Society today is fascinated by crime. Crime is a hot topic in the media, so that people are continually exposed to criminal events, portrayals of those who commit them, and the suffering of victims. Yet the reality of crime is often very different from how it is portrayed in the media. Most crime is neither violent nor morbid; most offenders are not psychopaths, and although prison generally does not work, there may well be other, less punitive but more constructive interventions that are actually quite effective. This book exposes some of the most prevalent myths about crime and criminal behaviour. In addition it provides the reader with up-to-date knowledge on crime and offending behaviour. It also highlights the ways in which psychological methods of research and psychological knowledge can help us to understand criminal behaviour and the ways that targeted interventions are developed based upon this. Pakes' and Winstone's Psychology and Crime is essential reading for students taking courses in the psychology of crime, criminal and forensic psychology, criminology, and community justice, as well as for other courses where a knowledge of the complex relationship between psychology and crime - and its application in practice - is required. Practitioners and policy-makers will also find it highly informative.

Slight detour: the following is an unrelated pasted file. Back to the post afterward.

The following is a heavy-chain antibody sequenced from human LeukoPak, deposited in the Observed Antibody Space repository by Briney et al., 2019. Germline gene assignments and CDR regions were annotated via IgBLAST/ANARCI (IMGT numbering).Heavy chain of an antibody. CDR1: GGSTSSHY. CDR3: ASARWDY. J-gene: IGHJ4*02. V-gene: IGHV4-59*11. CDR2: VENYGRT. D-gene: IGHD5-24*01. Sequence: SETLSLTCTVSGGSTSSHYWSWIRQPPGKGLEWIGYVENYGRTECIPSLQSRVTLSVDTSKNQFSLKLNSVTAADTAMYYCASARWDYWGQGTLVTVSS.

Table of Contents
Introduction 1. Why do people offend? psychological and sociological explanations 2. The criminal mind: understanding criminals from their scene of crime 3. Pathways into crime: understanding juvenile offending 4. Aggression and violence 5. Sexual violence: from theory into practice 6. Insanity, mental health and the criminal justice system 7. Stalkers and their victims 8. The psychology of addiction - are there more questions than answers? 9. Date rape and drugs 10. Can prison ever work? 11. Victims and the fear of crime
Francis Pakes is Reader in Comparative Criminology at the Institute of Criminal Justice Studies, Portsmouth University.
Jane Winstone is Principal Lecturer in Criminology at the Institute of Criminal Justice Studies, Portsmouth University.